Next Article in Journal
Hierarchical and Non-Hierarchical Linear and Non-Linear Clustering Methods to “Shakespeare Authorship Question”
Next Article in Special Issue
Languaging the Borders of Europe
Previous Article in Journal
Leadership Talent: A Study of the Potential of People in the Australian Rail Industry
Previous Article in Special Issue
Reconceptualizing Cultural Globalization: Connecting the “Cultural Global” and the “Cultural Local”
Article Menu

Export Article

Open AccessArticle
Soc. Sci. 2015, 4(3), 742-757; doi:10.3390/socsci4030742

Airport Casualties: Non-Admission and Return Risks at Times of Internalized/Externalized Border Controls

Migration Law Section, Faculty of Law, Free University Amsterdam, 1081HV Amsterdam, Netherlands
Academic Editor: Joanna Swanger
Received: 29 May 2015 / Revised: 16 July 2015 / Accepted: 20 July 2015 / Published: 17 September 2015
(This article belongs to the Special Issue Cross-Border Movements and Subjectivities in a Globalized World)
View Full-Text   |   Download PDF [239 KB, uploaded 17 September 2015]

Abstract

This article analyzes what can happen to forced returnees upon arrival in their country of nationality. Subjective configurations of state agents in the Global South have created return risks, which in turn transform subjectivities of post-colonial citizens. The article contributes to this Special Issue by tracing repercussions of the externalization and internalization of border controls. In the case of Cameroon, these connections have resulted in the criminalization of emigration. Aspiring migrants are prosecuted if their departure projects fail to respect the entry requirements of countries in the Global North. The article is based on research conducted in Douala, Cameroon, in the form of discussions with control agents at the international airport, investigations at a prison, a review of related case law, police registers and interviews with Cameroonians returnees (November 2013–January 2014). Border controls and connected anti-fraud programs suppress family-based forms of solidarity and allow only for subjectivities rooted in state-managed forms of national identity. The article illustrates how efforts to combat fraud fuel corruption in returnees’ social networks, whereby, instead of receiving remittances, families in emigration countries have to mobilize financial resources in order to liberate returnees from police stations or prison complexes. Migration related detention of nationals in the Global South highlights the growing significance of exit controls in migration management. View Full-Text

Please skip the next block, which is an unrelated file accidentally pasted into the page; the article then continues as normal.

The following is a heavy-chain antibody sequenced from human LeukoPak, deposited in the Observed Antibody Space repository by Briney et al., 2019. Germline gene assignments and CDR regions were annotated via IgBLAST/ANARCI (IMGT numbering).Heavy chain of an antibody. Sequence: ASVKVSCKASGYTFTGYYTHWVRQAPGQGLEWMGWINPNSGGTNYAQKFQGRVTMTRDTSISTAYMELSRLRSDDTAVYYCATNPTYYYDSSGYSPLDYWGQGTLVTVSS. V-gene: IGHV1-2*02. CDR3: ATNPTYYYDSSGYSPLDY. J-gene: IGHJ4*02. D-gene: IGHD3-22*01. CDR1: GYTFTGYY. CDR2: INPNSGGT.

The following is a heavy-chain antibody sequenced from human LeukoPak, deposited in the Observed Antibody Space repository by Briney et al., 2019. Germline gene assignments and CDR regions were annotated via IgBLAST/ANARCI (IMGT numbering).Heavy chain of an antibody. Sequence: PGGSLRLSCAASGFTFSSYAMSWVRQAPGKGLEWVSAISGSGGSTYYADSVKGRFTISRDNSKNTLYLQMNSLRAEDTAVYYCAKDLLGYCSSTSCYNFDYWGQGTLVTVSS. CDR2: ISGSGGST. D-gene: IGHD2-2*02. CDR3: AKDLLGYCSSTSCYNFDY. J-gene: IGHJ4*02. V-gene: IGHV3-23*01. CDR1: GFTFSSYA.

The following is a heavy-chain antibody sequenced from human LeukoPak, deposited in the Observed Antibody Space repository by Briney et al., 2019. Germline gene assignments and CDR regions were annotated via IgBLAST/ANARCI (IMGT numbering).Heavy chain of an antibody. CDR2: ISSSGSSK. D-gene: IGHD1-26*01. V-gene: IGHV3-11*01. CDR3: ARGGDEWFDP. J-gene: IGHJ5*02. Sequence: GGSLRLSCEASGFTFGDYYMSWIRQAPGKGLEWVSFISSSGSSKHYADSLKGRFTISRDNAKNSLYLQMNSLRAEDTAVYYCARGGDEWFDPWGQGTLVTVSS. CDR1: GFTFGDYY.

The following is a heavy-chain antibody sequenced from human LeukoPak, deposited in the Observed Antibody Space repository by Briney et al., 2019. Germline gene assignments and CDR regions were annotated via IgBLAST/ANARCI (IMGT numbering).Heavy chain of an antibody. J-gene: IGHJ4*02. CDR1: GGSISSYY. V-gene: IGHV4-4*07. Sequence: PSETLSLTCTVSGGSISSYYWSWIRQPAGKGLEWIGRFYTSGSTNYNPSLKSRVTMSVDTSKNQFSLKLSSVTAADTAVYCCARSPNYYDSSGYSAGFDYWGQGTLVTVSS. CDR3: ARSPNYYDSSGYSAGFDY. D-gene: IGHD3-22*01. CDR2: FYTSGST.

Keywords: globalization; sovereignty; deportation; non-admission; migration control; fraud; criminalization; exit controls; emigration; Cameroon globalization; sovereignty; deportation; non-admission; migration control; fraud; criminalization; exit controls; emigration; Cameroon
This is an open access article distributed under the Creative Commons Attribution License which permits unrestricted use, distribution, and reproduction in any medium, provided the original work is properly cited. (CC BY 4.0).

Scifeed alert for new publications

Never miss any articles matching your research from any publisher
  • Get alerts for new papers matching your research
  • Find out the new papers from selected authors
  • Updated daily for 49'000+ journals and 6000+ publishers
  • Define your Scifeed now

SciFeed Share & Cite This Article

MDPI and ACS Style

Alpes, M.J. Airport Casualties: Non-Admission and Return Risks at Times of Internalized/Externalized Border Controls. Soc. Sci. 2015, 4, 742-757.

Show more citation formats Show less citations formats

Related Articles

Article Metrics

Article Access Statistics

1

Comments

[Return to top]
Soc. Sci. EISSN 2076-0760 Published by MDPI AG, Basel, Switzerland RSS E-Mail Table of Contents Alert
Back to Top